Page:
Emphasizing the important role that ECSS plays in the current Defense efficiencies plan, Turner asked General Schwartz specifically about the status of the program, as well as the timelines for completion of the CCR. Schwartz responded: “We have looked at this extensively, and it’s our view that this is something, as hard as it is, that we have got to stick with. And you’ll be hearing from the Department - I think - that we request Congress’ forbearance to press on….This is part of our strategy for achieving the capability to be audit ready. [You] can’t be audit ready if you can’t smash the numbers, and this is one of our vehicles for doing that.”
The response by Schwartz to Turner’s question means that the Air Force intends to continue investing in this important program which is responsible for hundreds of area employees.
The ECSS program is a major process reengineering and technology information system implementation that will streamline the Air Force’s end-to-end supply chain to increase weapons systems availability, reduce costs, and allow reinvestment in modernization. This program is the major enabling initiative of an overarching effort called Expeditionary Logistics for the 21st Century (eLog-21) that is expected to result in a 10 percent cost savings of at least $12 billion over the lifespan of the program.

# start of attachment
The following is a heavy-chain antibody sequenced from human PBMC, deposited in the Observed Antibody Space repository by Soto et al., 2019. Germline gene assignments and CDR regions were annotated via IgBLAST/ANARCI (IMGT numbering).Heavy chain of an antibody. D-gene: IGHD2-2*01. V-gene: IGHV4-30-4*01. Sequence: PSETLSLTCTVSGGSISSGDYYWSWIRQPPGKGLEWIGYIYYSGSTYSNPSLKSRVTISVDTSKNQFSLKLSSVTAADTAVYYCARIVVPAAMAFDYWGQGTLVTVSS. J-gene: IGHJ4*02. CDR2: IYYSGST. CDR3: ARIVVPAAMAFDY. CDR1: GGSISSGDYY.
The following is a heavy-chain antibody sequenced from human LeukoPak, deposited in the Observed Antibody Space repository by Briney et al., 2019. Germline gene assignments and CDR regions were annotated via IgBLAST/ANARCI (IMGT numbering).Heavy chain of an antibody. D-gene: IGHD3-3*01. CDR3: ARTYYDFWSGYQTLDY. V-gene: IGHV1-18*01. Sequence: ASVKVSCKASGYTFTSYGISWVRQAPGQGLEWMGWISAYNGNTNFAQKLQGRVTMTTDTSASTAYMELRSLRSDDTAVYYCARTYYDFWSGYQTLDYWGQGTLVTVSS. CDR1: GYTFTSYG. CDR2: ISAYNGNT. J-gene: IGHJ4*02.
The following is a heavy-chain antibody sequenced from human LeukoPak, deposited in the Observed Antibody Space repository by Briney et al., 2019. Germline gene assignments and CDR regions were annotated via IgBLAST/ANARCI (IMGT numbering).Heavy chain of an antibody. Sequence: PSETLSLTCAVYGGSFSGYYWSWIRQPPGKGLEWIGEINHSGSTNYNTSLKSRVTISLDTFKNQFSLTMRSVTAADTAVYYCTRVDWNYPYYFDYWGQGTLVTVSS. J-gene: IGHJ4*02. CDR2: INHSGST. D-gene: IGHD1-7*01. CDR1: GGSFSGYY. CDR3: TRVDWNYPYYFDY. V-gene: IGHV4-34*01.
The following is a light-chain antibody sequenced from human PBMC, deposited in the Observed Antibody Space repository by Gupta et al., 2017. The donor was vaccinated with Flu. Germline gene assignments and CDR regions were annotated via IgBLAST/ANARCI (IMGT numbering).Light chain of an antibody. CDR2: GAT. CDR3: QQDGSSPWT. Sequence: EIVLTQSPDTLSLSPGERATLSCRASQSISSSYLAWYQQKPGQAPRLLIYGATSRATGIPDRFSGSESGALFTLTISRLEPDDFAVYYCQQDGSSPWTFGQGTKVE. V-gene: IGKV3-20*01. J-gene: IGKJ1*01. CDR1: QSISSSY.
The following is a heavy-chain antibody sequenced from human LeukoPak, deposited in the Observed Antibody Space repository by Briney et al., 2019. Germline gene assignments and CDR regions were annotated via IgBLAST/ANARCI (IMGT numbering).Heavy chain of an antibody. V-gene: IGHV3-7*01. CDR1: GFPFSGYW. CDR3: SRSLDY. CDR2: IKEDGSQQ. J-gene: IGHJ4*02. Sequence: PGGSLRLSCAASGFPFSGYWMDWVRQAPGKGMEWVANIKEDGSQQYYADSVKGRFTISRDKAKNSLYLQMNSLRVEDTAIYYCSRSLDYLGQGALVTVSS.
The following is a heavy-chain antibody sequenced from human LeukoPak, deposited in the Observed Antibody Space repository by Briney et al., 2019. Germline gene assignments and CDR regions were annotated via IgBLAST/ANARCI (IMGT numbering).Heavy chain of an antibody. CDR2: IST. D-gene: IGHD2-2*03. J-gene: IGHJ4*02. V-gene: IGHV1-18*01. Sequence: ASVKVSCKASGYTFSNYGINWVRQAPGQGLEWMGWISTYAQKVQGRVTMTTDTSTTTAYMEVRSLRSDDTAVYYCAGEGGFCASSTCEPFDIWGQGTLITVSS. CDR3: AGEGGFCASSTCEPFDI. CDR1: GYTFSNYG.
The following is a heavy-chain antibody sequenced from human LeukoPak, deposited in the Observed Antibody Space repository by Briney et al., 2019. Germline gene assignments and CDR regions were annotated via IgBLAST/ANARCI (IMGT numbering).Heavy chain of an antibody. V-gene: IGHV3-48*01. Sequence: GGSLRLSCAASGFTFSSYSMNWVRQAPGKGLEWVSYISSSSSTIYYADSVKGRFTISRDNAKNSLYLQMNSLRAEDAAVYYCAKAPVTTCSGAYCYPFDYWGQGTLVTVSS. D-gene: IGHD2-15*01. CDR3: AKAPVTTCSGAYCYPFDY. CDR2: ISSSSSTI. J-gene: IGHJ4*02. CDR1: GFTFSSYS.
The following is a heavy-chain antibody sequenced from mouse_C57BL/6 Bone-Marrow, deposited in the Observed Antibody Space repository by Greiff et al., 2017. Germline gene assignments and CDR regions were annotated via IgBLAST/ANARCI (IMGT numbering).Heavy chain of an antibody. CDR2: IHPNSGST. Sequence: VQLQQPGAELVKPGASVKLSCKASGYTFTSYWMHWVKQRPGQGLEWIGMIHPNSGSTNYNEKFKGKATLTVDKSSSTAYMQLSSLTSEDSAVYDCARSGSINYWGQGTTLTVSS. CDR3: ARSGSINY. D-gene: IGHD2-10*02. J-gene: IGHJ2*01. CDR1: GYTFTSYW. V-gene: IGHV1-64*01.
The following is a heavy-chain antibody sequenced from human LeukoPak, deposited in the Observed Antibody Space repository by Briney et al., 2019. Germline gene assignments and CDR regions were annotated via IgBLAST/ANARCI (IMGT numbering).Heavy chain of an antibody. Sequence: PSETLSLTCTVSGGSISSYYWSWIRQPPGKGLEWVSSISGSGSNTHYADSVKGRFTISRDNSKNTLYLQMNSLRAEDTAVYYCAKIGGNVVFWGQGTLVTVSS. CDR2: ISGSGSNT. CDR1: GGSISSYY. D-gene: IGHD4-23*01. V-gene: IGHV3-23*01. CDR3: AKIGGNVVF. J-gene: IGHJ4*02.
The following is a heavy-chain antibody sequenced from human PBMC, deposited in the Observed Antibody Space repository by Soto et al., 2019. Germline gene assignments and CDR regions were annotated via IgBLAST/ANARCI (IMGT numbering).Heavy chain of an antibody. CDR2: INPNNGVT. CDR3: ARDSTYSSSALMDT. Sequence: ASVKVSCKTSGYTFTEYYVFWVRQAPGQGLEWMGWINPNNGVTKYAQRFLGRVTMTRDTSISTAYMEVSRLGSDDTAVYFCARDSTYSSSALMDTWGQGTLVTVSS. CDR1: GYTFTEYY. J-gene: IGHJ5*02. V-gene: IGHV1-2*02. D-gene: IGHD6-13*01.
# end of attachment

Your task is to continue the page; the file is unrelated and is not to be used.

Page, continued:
Expected savings for the Air Force from implementing this program are significant. Currently, logistics operating costs total $33 billion annually, and account for nearly 30 percent of the Air Force budget. ECSS will also retire 240 outdated, inefficient and ineffective legacy information systems that cost $30 million per month to operate. ECSS is a major contributor towards improving the effectiveness and efficiency of Defense Department business operations, and meeting Secretary Gates’ $100B challenge. This program operationally includes 186 Air Force bases globally and 250,000 military and civilian users.